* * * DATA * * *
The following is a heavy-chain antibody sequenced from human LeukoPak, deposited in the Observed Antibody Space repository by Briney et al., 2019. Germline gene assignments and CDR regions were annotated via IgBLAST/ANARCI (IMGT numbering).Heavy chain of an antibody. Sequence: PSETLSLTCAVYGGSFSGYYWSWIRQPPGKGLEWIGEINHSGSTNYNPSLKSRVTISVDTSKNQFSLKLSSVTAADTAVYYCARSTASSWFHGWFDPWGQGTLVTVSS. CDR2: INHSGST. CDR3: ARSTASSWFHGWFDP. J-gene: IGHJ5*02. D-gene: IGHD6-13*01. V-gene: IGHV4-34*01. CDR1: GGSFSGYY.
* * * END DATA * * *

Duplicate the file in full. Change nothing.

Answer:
The following is a heavy-chain antibody sequenced from human LeukoPak, deposited in the Observed Antibody Space repository by Briney et al., 2019. Germline gene assignments and CDR regions were annotated via IgBLAST/ANARCI (IMGT numbering).Heavy chain of an antibody. Sequence: PSETLSLTCAVYGGSFSGYYWSWIRQPPGKGLEWIGEINHSGSTNYNPSLKSRVTISVDTSKNQFSLKLSSVTAADTAVYYCARSTASSWFHGWFDPWGQGTLVTVSS. CDR2: INHSGST. CDR3: ARSTASSWFHGWFDP. J-gene: IGHJ5*02. D-gene: IGHD6-13*01. V-gene: IGHV4-34*01. CDR1: GGSFSGYY.